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The Cape York cannabis project is facilitated by James Cook University (JCU), and aims to work with remote communities in Cape York, Queensland (Qld) to reduce the demand of cannabis. This project differs from the Weed it out project, run by the Qld Police Service, which focuses on cannabis supply reduction. The Cape York cannabis project focuses on community concerns for health, family, or work, rather than dealers or supply. This project is active in three communities - which will not be named in any media or academic publication - and has the potential to help other remote communities with similar issues around cannabis use.
The JCU Cannabis Team confidentially interview men and women over 16 years old on their cannabis use. A set of questions are asked regarding their use:
These stories are then given back to the community through use of flipcharts and yarning with community members, Elders, young people, council, and services. This aims to help the community make important decisions about health support, education, and other services.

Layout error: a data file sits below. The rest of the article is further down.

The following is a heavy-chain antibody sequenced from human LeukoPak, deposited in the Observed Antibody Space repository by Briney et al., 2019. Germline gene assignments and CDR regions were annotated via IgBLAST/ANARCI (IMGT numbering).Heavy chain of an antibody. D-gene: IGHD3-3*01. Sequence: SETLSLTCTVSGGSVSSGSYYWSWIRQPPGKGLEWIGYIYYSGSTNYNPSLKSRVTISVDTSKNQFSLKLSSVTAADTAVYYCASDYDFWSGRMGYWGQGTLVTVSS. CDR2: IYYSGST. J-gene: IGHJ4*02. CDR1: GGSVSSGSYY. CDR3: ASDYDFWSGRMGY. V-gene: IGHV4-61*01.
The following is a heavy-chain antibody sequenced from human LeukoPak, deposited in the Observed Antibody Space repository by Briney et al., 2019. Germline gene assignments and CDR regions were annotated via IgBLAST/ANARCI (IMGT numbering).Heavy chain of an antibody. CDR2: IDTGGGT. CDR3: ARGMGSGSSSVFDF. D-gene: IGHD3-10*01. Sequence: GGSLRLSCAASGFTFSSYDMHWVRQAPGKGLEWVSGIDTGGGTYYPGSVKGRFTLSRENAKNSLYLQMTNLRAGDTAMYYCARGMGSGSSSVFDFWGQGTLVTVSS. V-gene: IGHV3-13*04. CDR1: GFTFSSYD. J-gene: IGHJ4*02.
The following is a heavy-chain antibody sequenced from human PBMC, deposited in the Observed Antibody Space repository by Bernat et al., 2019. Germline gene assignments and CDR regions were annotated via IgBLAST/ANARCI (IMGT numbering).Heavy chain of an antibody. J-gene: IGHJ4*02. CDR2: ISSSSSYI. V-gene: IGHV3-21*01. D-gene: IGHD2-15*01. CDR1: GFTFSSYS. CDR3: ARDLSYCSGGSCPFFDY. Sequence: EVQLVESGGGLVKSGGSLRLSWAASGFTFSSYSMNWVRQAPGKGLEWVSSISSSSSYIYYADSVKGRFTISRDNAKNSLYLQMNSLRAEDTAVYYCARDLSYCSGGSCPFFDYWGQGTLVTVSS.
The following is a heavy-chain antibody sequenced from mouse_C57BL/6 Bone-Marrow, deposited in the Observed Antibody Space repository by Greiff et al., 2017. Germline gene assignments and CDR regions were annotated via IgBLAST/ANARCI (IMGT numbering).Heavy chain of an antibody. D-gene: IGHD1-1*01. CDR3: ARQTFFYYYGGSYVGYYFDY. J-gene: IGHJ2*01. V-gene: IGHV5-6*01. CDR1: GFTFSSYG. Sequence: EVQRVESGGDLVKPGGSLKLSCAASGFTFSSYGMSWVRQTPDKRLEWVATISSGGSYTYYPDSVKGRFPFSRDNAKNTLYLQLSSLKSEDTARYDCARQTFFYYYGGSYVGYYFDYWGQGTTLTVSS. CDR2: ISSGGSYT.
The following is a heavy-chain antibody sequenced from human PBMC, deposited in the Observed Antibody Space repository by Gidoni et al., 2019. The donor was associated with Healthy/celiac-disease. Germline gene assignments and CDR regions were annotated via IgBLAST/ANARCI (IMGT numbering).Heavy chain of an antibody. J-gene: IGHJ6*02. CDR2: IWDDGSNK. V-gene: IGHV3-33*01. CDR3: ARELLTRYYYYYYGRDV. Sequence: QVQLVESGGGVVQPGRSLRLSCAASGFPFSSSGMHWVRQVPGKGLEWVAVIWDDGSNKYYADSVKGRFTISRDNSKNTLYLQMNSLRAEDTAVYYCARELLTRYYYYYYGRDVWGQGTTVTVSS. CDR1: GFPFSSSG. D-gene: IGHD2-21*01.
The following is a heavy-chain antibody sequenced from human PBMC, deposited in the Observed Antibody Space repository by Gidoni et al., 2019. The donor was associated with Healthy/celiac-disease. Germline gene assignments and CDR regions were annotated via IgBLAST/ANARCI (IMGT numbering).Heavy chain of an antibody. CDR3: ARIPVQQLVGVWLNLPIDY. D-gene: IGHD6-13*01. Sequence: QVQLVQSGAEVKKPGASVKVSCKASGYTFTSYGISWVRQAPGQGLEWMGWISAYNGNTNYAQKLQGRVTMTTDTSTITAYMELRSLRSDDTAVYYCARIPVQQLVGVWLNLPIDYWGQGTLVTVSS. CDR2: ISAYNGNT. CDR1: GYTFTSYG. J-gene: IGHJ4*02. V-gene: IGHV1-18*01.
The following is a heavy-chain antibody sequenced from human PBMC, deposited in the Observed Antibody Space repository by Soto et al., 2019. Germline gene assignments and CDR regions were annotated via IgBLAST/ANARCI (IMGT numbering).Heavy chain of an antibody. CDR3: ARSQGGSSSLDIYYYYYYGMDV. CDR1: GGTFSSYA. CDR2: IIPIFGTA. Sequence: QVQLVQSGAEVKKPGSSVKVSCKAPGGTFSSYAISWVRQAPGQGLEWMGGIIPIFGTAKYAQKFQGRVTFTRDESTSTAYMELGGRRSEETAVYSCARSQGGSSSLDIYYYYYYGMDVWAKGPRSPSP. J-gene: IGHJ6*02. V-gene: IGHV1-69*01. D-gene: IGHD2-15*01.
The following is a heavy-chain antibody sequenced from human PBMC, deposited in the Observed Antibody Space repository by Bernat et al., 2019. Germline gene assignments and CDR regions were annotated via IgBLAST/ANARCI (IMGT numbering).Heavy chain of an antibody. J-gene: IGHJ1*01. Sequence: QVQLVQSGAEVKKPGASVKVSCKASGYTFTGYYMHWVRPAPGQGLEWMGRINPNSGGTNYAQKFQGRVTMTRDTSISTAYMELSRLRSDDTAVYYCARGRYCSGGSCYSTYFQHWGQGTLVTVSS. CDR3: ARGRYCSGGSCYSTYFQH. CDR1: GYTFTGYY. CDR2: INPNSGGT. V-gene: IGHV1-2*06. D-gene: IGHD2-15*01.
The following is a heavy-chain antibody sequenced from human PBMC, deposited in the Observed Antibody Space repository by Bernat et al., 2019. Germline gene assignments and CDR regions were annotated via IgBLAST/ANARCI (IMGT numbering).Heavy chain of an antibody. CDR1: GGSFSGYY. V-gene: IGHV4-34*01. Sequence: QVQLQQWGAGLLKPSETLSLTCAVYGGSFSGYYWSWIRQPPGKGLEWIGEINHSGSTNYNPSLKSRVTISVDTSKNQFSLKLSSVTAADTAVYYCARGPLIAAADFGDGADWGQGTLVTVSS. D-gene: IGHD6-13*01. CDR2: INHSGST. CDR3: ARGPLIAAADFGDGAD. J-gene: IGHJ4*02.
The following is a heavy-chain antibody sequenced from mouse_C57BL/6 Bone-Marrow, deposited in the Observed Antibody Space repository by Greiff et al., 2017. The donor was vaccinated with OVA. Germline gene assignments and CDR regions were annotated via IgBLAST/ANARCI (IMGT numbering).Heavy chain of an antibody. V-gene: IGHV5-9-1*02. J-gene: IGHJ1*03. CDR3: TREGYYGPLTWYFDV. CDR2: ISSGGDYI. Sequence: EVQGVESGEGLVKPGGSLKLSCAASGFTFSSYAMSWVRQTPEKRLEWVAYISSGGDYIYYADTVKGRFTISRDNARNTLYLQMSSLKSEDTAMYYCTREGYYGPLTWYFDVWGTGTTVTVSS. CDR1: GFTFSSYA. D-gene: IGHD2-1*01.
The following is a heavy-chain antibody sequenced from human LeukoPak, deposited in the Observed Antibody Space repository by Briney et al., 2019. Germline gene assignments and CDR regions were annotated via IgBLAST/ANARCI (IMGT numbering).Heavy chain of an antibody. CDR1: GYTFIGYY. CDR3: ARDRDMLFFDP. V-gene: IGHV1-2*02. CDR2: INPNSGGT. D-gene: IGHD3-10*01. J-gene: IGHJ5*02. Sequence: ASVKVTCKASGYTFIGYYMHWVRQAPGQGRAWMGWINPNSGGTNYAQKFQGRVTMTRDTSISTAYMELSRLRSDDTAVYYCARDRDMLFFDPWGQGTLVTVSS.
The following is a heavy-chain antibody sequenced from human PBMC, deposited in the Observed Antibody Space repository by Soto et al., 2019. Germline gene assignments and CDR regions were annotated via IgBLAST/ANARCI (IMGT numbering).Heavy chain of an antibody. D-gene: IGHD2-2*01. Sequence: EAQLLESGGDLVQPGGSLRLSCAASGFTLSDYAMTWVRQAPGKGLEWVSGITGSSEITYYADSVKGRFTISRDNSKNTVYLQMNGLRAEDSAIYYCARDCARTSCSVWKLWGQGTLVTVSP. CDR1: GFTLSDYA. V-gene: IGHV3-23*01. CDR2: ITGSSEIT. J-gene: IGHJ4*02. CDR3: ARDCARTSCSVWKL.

Key people and service providers are encouraged to develop community-based strategies to support people quitting, and stop people wanting to start using. By the end of 2012, the JCU Team will ask to interview the same individuals a second time, to see if there have been any changes in cannabis use.
Throughout this project, there is no information exchange and minimal contact with police. The Cape York cannabis project teams supports the Weed it out initiative, but does not supply the Qld Police Service with information about individuals interviewed.
Abstract adapted from James Cook University
Research Worker, Cannabis Team
James Cook University
Ph: (07) 4042 1614
Inspector John Fox
Cultural Advisory Unit
Queensland Police Service
Ph: (07) 3364 6787
Associate Professor Alan Clough
Discipline of Public Health and Tropical Medicine
James Cook University
Ph: (07) 4042 1604
This set of posters was created as part of the Cape York cannabis project and the Weed it out initiative, produced by the Queensland Police Service and James Cook University. The four posters offer an Indigenous perspective on the impact of cannabis use in their communities and on their culture.
Abstract adapted from National Cannabis Prevention and Information Centre